Tanzanian novelist Abdulrazak Gurnah was awarded with the 2021 Nobel Prize in Literature on Thursday “for his uncompromising and compassionate penetration of the effects of colonialism and the fate of the refugee in the gulf between cultures and continents.”

The prestigious award comes with a gold medal and 10 million Swedish kronor (over $1.14 million).

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Other favourites for the award include Kenya’s Ngugi wa Thiong’o, French writer Annie Ernaux, Japanese author Haruki Murakami, Canada’s Margaret Atwood and Antiguan-American writer Jamaica Kincaid.

Who is Abdulrazak Gurnah?

Abdulrazak Gurnah is a Tanzanian novelist who writes in English and is based in the United Kingdom. 

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The Canterbury resident, Gurnah is the author of nine novels: Memory of Departure, Pilgrims Way, Dottie, Paradise (shortlisted for the Booker Prize and the Whitbread Award), Admiring Silence, By the Sea (longlisted for the Booker Prize and shortlisted for the Los Angeles Times Book Award), Desertion (shortlisted for the Commonwealth Writers’ Prize) The Last Gift and Gravel Heart.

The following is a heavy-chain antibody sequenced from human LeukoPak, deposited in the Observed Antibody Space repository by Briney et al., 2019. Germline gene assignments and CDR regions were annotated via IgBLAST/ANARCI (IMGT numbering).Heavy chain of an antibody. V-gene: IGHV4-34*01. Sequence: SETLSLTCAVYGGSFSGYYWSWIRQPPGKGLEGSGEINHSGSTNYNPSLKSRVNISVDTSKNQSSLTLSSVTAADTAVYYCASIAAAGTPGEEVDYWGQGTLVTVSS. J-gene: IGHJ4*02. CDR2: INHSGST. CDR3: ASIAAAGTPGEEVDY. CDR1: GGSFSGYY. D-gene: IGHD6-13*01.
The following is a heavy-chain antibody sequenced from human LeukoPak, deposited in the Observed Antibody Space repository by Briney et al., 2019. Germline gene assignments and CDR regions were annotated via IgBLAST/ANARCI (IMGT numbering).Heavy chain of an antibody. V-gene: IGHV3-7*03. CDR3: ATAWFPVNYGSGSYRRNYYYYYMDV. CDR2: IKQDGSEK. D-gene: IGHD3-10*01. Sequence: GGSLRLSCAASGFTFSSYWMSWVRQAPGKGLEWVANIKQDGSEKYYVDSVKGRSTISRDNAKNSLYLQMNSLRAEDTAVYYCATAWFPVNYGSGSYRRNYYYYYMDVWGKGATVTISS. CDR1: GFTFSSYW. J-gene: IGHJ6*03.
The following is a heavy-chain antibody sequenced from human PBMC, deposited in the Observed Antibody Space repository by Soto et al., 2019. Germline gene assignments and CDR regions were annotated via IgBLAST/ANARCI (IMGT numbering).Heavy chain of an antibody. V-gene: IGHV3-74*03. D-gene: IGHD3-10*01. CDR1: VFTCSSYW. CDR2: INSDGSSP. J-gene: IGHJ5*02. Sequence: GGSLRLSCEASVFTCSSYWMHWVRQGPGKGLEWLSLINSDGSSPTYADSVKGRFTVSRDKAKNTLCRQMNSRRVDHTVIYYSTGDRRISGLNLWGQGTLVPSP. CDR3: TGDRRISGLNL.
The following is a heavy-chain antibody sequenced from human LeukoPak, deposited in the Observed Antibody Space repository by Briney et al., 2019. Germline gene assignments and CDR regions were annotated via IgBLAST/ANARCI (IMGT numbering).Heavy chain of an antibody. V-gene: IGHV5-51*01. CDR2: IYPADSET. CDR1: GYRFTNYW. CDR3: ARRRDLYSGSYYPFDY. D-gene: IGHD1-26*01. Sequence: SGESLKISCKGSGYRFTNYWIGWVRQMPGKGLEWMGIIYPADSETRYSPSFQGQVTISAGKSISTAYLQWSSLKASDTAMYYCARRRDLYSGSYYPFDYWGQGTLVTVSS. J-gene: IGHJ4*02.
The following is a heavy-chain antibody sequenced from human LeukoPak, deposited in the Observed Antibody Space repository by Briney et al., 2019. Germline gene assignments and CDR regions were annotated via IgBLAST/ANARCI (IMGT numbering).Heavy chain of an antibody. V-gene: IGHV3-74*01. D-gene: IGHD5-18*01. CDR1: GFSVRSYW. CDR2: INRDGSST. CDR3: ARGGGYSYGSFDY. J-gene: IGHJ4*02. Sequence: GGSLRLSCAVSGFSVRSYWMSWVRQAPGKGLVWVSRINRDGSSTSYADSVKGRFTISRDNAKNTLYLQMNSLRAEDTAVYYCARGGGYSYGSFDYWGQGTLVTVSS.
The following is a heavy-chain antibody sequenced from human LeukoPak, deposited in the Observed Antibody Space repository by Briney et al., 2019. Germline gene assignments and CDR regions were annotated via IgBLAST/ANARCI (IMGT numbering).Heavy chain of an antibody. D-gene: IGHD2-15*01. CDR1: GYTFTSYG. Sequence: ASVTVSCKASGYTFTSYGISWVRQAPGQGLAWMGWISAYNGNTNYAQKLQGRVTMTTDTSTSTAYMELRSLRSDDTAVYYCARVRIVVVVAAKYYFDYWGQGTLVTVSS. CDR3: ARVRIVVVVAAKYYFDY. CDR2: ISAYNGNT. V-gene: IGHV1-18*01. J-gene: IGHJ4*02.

He was Professor of English at the University of Kent, and was a Man Booker Prize judge in 2016. He is also the associate editor of the journal ‘Wasafiri’.

Born in 1948 on the island of Zanzibar off the coast of East Africa, Gurnah came to the UK  as a student in 1968. 

His first three novels documented the experience of an immigrant in contemporary Britain. The fourth one – ‘Paradise’- is set in colonial East Africa during the First World War. ‘Admiring Silence’  tells the story of a man who leaves Zanzibar and emigrates to England where he marries and becomes a teacher and then a return to his native country 20 years later affects him and his marriage. 

In 2007 he edited The Cambridge Companion to Salman Rushdie.

On Monday, the Nobel Committee awarded the prize in physiology or medicine to Americans David Julius and Ardem Patapoutian for their discoveries into how the human body perceives temperature and touch.

The Nobel Prize in physics was awarded Tuesday to three scientists whose work found order in seeming disorder, helping to explain and predict complex forces of nature, including expanding our understanding of climate change.